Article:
Tuesday, June 30, 2009

Article Med School 'Senioritis' - Learning outcomes and medical education

Med School 'Senioritis'
Inside Higher Ed
June 25, 2009

Last March, Washington and Lee University's Law School dean told Inside Higher Ed that, "We wouldn't dream of training doctors only from a book," as a justification for his then newly unveiled plan to transform the third year of law school with experiential courses. Well, medical schools may have taken the hint. In a study and corresponding editorial published Wednesday in the July issue of the Association of American Medical Colleges' Academic Medicine journal, experts are calling for a reform of the traditional senior year medical curriculum. The report -- which was co-authored by six medical school professors, five of whom are from the University of California at San Francisco -- argues that medical curricula often fail to fully utilize the fourth year of medical school, succumbing instead to what some might call "senioritis." With students interviewing for residency programs throughout the year and senior grades usually not a factor in residency applications, many claim that students lose the self-motivation that makes their first three years successful. Moreover, medical students are often close to being done with their core requirements.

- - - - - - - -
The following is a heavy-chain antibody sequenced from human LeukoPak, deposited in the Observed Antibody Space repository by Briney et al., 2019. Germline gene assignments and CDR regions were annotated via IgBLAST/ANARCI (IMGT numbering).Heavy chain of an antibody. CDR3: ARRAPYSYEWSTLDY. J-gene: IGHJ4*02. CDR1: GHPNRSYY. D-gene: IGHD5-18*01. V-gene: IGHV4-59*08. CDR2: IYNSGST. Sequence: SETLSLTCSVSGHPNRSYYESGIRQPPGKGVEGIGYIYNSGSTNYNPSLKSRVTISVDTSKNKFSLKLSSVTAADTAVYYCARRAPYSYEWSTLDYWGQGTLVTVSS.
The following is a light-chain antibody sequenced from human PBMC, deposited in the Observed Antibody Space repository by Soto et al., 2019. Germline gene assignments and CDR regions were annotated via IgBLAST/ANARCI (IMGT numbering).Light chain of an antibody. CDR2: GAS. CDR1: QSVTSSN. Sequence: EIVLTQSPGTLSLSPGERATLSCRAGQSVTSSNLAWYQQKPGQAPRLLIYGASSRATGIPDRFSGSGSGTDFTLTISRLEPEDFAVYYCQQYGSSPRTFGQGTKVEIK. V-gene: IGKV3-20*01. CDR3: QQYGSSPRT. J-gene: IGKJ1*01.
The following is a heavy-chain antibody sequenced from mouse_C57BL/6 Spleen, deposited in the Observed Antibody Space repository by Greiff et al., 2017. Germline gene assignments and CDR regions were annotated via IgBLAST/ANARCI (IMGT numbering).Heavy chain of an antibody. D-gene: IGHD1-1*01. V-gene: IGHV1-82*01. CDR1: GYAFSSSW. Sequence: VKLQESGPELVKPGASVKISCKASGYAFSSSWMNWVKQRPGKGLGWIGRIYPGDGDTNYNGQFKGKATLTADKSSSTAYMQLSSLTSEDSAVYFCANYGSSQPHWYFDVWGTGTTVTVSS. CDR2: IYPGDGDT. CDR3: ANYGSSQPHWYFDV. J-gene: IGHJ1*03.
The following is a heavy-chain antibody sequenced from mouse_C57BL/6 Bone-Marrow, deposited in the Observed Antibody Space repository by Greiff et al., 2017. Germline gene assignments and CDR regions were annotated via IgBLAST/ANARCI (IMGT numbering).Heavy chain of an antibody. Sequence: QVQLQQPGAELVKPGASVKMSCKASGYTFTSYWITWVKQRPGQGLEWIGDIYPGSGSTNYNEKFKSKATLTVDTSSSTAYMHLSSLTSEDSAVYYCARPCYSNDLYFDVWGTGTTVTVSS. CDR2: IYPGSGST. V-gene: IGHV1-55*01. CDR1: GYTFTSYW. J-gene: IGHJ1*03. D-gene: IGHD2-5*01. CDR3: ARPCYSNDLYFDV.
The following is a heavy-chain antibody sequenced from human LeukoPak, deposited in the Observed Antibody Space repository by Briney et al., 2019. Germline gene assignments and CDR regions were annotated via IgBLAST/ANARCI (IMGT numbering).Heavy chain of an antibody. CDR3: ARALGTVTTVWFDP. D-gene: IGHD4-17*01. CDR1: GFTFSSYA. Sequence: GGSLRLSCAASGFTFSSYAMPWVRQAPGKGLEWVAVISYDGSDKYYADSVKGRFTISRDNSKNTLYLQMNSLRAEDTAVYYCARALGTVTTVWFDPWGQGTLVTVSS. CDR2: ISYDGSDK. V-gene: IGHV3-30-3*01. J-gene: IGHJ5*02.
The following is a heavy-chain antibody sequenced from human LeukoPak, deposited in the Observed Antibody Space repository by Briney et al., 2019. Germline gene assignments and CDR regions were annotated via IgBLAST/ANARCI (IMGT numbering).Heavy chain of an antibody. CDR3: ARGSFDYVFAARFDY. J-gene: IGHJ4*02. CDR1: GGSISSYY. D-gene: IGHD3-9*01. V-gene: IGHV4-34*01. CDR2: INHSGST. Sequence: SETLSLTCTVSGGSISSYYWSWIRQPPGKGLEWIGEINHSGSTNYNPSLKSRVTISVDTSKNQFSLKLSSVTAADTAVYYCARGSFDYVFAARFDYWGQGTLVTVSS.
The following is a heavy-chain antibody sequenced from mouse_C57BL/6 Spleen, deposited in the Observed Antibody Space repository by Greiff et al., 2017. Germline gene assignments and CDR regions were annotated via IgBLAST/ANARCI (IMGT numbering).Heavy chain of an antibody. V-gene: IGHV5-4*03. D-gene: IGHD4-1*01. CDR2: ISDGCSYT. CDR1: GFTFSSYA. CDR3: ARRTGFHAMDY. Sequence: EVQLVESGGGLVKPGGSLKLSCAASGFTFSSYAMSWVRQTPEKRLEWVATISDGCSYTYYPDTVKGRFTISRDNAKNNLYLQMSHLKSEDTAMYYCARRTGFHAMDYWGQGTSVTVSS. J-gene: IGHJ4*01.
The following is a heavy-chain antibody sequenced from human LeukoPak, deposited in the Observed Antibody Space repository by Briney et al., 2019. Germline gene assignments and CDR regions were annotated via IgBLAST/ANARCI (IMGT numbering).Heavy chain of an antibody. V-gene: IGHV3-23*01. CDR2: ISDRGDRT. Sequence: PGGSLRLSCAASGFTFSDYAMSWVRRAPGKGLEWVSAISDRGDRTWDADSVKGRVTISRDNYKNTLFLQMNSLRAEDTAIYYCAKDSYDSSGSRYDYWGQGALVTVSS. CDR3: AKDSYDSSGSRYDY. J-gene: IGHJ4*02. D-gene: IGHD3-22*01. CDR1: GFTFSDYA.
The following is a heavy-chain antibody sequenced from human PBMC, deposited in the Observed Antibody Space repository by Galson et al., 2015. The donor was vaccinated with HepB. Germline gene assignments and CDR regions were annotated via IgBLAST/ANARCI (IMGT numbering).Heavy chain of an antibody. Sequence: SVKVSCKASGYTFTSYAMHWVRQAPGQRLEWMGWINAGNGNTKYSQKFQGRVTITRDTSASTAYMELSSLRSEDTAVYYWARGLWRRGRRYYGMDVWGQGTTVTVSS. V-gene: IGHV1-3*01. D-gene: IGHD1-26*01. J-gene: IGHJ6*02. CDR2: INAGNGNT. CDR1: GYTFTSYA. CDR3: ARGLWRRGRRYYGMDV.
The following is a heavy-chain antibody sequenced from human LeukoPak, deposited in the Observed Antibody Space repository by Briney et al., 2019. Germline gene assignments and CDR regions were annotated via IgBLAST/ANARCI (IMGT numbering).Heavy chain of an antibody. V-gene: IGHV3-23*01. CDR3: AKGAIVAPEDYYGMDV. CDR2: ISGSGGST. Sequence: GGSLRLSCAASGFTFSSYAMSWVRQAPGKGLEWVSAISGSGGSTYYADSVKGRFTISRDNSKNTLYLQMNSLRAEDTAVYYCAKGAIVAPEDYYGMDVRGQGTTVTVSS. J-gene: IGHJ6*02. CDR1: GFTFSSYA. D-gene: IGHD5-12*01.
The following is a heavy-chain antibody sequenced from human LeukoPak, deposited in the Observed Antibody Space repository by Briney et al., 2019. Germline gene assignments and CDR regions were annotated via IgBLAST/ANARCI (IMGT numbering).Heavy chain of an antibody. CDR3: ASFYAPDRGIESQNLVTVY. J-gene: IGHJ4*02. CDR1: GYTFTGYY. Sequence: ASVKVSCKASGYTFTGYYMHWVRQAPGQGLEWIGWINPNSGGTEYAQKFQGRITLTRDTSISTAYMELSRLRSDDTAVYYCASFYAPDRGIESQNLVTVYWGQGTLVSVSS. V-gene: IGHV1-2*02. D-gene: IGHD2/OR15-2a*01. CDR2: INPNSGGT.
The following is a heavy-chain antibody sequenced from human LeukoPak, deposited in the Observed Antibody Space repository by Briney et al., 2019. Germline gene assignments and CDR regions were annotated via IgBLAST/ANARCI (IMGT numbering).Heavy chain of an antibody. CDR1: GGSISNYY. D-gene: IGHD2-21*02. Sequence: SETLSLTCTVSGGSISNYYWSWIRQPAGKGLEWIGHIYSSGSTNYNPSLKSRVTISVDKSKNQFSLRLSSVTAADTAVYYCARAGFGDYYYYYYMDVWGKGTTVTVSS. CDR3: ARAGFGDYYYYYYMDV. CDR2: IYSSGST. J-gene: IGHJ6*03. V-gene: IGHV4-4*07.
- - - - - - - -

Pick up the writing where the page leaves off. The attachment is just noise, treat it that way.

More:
From The Carnegie Foundation for the Advancement of Teaching - News You Can Use


  1. See related opinion piece on "Reforming Pre-Med" by Julio de Paula (2009.08.20) in Insider Higher Ed: http://www.insidehighered.com/views/2009/08/20/depaula

  2. From the POD listserv (2009.08.24):

    Another AAMC (American Association of Medical
    Colleges) committee is currently working on another report that will address the social science competencies for future physicians. It is mentioned at the end of this article:

    Here's a letter from the dean of the Yale Medical School. The letter is called "Providing tomorrow's doctors a robust grounding in science": http://medicine.yale.edu/ysminfo/top_story/2009/07/17072009.html